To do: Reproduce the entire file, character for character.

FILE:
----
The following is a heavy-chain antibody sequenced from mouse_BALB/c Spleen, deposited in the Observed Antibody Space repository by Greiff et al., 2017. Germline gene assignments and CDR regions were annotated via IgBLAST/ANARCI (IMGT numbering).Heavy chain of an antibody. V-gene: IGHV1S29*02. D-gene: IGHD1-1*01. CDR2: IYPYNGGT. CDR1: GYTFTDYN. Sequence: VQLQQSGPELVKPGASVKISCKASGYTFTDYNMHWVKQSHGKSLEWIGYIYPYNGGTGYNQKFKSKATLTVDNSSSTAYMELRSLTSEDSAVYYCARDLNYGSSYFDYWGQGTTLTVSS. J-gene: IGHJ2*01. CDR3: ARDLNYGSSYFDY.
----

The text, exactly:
The following is a heavy-chain antibody sequenced from mouse_BALB/c Spleen, deposited in the Observed Antibody Space repository by Greiff et al., 2017. Germline gene assignments and CDR regions were annotated via IgBLAST/ANARCI (IMGT numbering).Heavy chain of an antibody. V-gene: IGHV1S29*02. D-gene: IGHD1-1*01. CDR2: IYPYNGGT. CDR1: GYTFTDYN. Sequence: VQLQQSGPELVKPGASVKISCKASGYTFTDYNMHWVKQSHGKSLEWIGYIYPYNGGTGYNQKFKSKATLTVDNSSSTAYMELRSLTSEDSAVYYCARDLNYGSSYFDYWGQGTTLTVSS. J-gene: IGHJ2*01. CDR3: ARDLNYGSSYFDY.